Hidden Links Page
Welcome ! . . . To our Hidden Links Page.

The information here may be of interest to night sky enthusiasts of all levels everywhere.

Our informal club, the ”Not In My Backyard Astronomers” is a club with no fees and no rules!
We try to get out to go observing at least once or twice a month at our observing
sites north of Toronto, away from big city light pollution.

All are welcome, no telescope required. Try to bring a red flashlight and at least a pair of binoculars.

For more information please call Glenn: 416-993-0422

Below you’ll find some astro related websites, most with lots of additional cool links.

Thanks for looking up, hope to see you out there.

Clear * skies, . . . Glenn Salzmann

Here are some of the most amazing amateur backyard sky photos we've ever seen. Some could pass as Hubble shots! . . . amazing, and some more cool links too.

A great resource for backyard astronomers of any level. Includes links to all the GTA retailers.

This is one of the coolest sites we've come across in a while. A huge amount of work and imaging time was involved. Allows you to zoom around the entire night sky!

Canada's largest observing convention.

Pictured above is one of my favourite telescopes - NOT FOR SALE just yet - I still find it quite manageable !

This photo was taken at StarFest 2015. We got there early on Monday to get a good spot because by Friday night the entire campground was quite full. The entire field in the background - and elsewhere - was packed with tents and telescopes !

This telescope is mostly homemade, as I built it using components from a variety of manufacturers - a real "frankenscope"!

For technocrats the specs are as follows:

  • 412mm (16 1/4 ") f/4.5 Split Tube, Split Ring Newtonian.
  • Two piece tube assembly (originally Orion).
  • Discovery mirrors - enhanced aluminium (3.1" secondary).
  • Stanley Development Corp. custom split ring equatorial mount with dual axis drive.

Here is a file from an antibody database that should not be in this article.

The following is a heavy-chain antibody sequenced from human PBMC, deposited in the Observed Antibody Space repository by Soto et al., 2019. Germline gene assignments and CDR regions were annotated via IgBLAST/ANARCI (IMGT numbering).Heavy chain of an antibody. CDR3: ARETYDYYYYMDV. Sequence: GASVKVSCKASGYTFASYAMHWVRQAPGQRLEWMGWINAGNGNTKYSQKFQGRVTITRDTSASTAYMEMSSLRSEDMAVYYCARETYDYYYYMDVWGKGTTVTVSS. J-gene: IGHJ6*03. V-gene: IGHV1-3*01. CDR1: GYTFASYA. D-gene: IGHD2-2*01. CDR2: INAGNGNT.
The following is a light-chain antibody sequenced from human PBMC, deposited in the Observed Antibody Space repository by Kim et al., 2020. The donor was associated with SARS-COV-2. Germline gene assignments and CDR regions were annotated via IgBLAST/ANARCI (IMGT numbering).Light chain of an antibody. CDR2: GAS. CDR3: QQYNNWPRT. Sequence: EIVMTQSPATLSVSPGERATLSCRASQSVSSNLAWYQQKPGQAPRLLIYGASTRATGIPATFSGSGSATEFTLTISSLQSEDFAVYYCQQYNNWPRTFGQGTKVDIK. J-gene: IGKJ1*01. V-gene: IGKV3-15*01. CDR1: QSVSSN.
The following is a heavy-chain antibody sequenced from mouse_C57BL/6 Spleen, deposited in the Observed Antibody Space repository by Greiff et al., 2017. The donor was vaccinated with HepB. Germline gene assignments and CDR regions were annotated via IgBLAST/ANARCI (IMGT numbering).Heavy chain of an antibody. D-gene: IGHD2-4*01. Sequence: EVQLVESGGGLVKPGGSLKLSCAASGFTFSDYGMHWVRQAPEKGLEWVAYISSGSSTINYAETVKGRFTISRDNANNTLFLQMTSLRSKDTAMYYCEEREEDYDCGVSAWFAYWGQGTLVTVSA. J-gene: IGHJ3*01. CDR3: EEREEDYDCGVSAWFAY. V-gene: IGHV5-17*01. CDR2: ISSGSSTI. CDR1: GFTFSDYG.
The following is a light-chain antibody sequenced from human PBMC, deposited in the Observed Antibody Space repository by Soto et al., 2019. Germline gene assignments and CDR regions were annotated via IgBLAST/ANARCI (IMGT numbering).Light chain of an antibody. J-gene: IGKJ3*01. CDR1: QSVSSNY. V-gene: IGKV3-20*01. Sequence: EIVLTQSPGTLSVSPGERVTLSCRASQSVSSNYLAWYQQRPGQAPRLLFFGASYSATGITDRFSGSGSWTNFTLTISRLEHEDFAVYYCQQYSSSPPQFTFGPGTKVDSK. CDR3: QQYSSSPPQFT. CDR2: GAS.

• Starlight Instruments Feathertouch 2" focuser, both low profile and easy grip 1-1/4" adapters with compression rings, internal brake option, custom machined curved base with levelling option, 1-1/2" travel.
  • Internal and external light baffles.
  • Three 12VDC cooling fans (200ma each) powered by dew controller
  • Kendrick Dew Remover System for Telrad, secondary, two 2" heaters and controller.
  • Comments at observing sessions and star parties include; "Best view I've seen tonight", "That's the way it should look", "Wow !", At a Starfest in the late 1990's some time, I was set up next to my buddys Abe with his C-14 and Charles with his 7" AP when Terence Dickinson came by to have a peek and said, "This is a good telescope"

These beautiful telescopes are made by Normand Fullum from Quebec. Every year he brings a different one to the star parties. They have 7 coats of marine spar varnish, two coats of polymer wax and are true works of art, as pleasing to look at as they are to look through !


This is a great reference for backyard astronomers to determine, to the hour, when favorable viewing conditions will exist. You will also find all kinds of further cool links to things such as when the International Space Station will fly over and can be seen with the naked eye.

This is one of the best, most current and accurate sites for determining to the hour or better, when rain or snow will start and stop. Better than TV weather images.

Great, almost real time images from space to determine trend for the next day or so. Again, much better than what you see on TV.

This is the Orion EON 120 APO, an amazing little scope which is real handy when time or bulk is an issue. The razor sharp views of the moon, planets and brighter deep space objects are astounding. Shown here is the set up with the binocular viewer, an absolute necessity that shouldn't wait until you've run out of things to buy. Very low spousal approval factor on these as you'll need two of every eyepiece that you use in it!

Below are are some photos with this set up and a Canon 60d.

Click on the photos to view larger image:

M27:  Just like to point out this unique, maybe one of a kind shot. Quite often when doing astrophotography, you will get a satelite trail going through the frame off to the side or in a corner but no one has seen them going right through the middle of the target object, this one being Messier 27, a nebula created when the central star blew off its outer layers. The same thing will happen to our sun in a few billion years. Will never get a shot like this again. Enjoy!

I just thought I'd throw this in as an example of most backyard astronomer's unwavering optimism. This was taken in the late afternoon and some people thought I was crazy for not packing up as there was rain, thunder and lightning at the lower right in the distance. As it turned out, the last clouds blew away about halfway through twilight, leading up to what became an awesome night!

Here's a shot of my buddy Abe at the Huronia Star Party with his Celestron 14" telescope. This was one of the biggest, heaviest instruments on the field and he brought it up in the trailer behind his motorcycle (in the background)!